We have succeeded in aligning gold nanoparticles (Au NPs) in three-dimensions using tobacco mosaic virus (TMV) in
order to realize new optical properties. TMV is a tube-shaped plant virus about 300 nm in length with an outer- and
inner-diameter of 18 nm and 4 nm. We genetically fused material-binding peptides that can promote metal
crystallization, namely a gold-binding peptide (GBP) and a titanium-binding peptide (TBP), to the outer-surface of
TMV. By reducing potassium chloroaurate with sodium borohydride in the presence of the engineered viruses in 5%
acetic acid solution, Au NPs were deposited on the outer-surface of the viruses. Using TBP-fused TMV, NPs of 5 nm
were obtained, with a standard deviation smaller than those deposited on wild-type TMV. The diameter of the NPs on
GBP-fused TMV was 10 nm. These results indicate that genetically-modified TMVs are promising templates for the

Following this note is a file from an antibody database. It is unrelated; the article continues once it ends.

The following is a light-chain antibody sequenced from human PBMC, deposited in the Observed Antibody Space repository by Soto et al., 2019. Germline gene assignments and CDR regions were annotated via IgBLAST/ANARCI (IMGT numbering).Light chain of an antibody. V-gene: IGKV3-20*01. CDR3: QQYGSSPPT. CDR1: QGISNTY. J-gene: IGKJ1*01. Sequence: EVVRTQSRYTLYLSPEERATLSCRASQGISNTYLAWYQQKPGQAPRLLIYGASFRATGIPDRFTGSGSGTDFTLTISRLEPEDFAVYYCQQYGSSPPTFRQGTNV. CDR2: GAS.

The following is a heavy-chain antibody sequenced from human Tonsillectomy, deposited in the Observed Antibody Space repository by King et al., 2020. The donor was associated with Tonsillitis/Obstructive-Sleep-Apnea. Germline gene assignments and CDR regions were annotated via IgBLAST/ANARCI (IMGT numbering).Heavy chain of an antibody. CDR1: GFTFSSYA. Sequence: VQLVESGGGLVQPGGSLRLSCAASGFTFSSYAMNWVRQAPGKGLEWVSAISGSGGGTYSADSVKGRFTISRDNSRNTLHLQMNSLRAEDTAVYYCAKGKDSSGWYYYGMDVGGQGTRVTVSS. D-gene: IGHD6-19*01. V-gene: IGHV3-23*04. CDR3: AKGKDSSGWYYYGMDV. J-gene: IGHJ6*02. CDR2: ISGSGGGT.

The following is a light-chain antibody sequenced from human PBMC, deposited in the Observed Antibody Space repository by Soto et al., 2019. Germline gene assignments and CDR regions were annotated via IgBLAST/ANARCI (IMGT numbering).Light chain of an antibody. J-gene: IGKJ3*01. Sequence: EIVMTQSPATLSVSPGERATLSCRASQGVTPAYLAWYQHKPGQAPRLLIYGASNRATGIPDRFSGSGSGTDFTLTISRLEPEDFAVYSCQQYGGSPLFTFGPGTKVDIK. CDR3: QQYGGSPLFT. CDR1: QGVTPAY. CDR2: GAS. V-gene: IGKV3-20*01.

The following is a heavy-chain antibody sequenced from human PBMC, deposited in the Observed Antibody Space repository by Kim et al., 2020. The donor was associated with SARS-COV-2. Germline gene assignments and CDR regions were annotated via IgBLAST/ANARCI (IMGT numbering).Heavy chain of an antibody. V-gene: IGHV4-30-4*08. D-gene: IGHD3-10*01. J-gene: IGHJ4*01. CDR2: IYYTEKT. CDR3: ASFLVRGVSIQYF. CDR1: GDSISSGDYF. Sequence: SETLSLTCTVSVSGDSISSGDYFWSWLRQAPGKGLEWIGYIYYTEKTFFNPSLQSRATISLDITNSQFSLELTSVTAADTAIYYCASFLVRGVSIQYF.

construction of optical metamaterials.
Loss is a critical parameter in metamaterials because it determines the resolution of a super-lens made of metamaterials.
The super-lensing effect observed in alternative multi-layer metamaterials consisting of metal and
dielectric layers is derived from the resonant photon tunneling (RPT) via surface plasmon polaritons (SPPs).
Here we demonstrates that the losses in the metamaterials can be estimated by simultaneous measurements of
attenuated total reflection (ATR) and RPT. RPT through silver (Ag)/SiO<sub>2</sub> metamaterials is studied experimentally.
A shift of the RPT peak away from the ATR dip is observed; the shift variation in an Ag/SiO<sub>2</sub> system is
smaller than that in an aluminum/MgF<sub>2</sub> system. This indicates that the shift is caused by the imaginary part
of permittivity, i.e., intrinsic losses, of metamaterials.